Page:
Gone Girl (2014) Review

There are not many films that have played with my emotions and blindsided me so much as Gone Girl managed too. I went from rooting for one character, to believing certain things about another, to finally hating someone completely new. It makes you so much more invested in the film than you would in a conventional thriller and this is down to the structure of the film more than anything else.

The film was always going to be difficult to adapt from the book. It is told from two conflicting viewpoints, Nick, played by a clearly Batman ready Ben Affleck and Amy played by Rosamund Pike. The film adapts this well, going with a structure where we, for the most part, get Nick’s viewpoint and Ben Affleck carries the drama as the suspicious husband for the bulk of the movie.

The book’s twisted viewpoints are handled very well

It is Nick’s story and the interesting aspect of Gone Girl is whether Affleck’s character is responsible for the disappearance of his wife. The information is drip-fed to you, with the audience as clueless and suspicious and the community and police-force you are watching. This is the most effective part of Gone Girl, which plays with your perspective, opinions and emotions about many of the key characters.

It is done very well through the use of the media in the movie. Gone Girl captures the way media manipulates the characters in the disappearance like this and how the opinions of a country can be skewed. It offers another interesting side to the story that isn’t necessarily the central focus and offers an interesting commentary on what we should or should not believe when we watch or read the news.

The way the media shape a story is also revealed well too

As the story unfolds, the twists and turns begin to crack the story slightly. Events become more and more absurd and what is a decent dramatic mystery is turned into something quite different (which I won’t spoil here). Once the main revelation is completed though, the film loses some of it’s intrigue and edge that keeps it different, although it never becomes boring, you do feel like your waiting for the story to unfold rather than invested in it’s conclusion.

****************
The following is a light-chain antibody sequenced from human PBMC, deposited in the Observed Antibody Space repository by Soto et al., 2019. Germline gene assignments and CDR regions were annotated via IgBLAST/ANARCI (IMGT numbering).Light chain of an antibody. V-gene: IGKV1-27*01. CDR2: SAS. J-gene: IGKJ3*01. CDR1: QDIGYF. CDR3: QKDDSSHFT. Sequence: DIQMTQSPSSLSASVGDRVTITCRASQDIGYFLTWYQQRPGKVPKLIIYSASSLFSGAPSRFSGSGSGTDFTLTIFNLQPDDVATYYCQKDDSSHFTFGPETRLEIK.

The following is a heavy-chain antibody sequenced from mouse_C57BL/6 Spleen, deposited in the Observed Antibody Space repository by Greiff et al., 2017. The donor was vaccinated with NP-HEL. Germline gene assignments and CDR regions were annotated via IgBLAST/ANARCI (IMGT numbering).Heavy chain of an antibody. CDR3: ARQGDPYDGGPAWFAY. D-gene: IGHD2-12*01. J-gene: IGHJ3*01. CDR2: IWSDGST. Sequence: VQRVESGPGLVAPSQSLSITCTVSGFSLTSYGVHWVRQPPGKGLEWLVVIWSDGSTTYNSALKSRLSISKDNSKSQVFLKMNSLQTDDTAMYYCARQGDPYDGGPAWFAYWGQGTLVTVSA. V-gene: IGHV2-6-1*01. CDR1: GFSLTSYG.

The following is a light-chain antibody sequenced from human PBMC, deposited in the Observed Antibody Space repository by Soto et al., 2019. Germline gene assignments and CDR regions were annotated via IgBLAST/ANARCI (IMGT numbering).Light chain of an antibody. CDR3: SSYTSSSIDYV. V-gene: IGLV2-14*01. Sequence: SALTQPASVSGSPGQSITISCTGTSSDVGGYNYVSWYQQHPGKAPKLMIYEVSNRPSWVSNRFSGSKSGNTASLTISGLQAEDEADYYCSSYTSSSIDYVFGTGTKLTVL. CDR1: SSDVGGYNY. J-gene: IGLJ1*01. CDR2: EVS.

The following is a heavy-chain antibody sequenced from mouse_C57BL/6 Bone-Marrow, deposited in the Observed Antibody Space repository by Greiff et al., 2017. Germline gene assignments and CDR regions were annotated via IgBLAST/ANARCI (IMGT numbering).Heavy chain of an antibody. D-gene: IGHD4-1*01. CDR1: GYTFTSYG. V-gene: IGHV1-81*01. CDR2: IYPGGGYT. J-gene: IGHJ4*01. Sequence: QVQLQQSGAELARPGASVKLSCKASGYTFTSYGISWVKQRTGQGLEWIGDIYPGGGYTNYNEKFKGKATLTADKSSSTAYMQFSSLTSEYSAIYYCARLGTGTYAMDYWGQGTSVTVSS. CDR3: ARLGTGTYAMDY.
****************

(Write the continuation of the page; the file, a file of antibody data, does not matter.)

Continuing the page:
It is nothing less than engaging though and part of that is down to the two leads. Affleck carries the movie effortlessly, showing the cracks in what could be a put-upon husband or a calculated murderer. Rosamund Pike also has a lot to do as Amy, and even manages to surpass her superstar co-star in some of the later scenes.

Overall, Gone Girl is one of the more interesting dramas of the year. It is a different style of storytelling that manages to pull the rug from under the audience more than once. It demonstrates the manipulative nature of the audience and how quickly we can cast, incorrect, aspersions. It also showcases two great performances. Absurd final third aside, a very good thriller.

Rating – 4

(1 – Awful, 2 – Average, 3 – Good, 4 – Great, 5! – Must See)

One of the more interesting, stronger dramas of the year

 

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10 comments

  1. Raakt agree with your conclusion, it is very memorable and having seen it yesterday it still manages to bring back the strong feelings I had while watching it. Loved it

  2. I enjoyed it. It was a big opportunity for Rosamund Pike. I’ve seen her as non-descript blonde woman in various movies/TV shows but it was this movie that actually caused me to learn her name. She deserves to be an Oscar contender for this role.

  3. It is a very memorable film for the year, and I think it’s certainly one of the best dramas. It have some great performances, and I agree that both the leads carry the film throughout. I read the book prior to seeing the film, so I wasn’t really shocked by some of the twists and turns, but I still enjoyed it. Very nice review!

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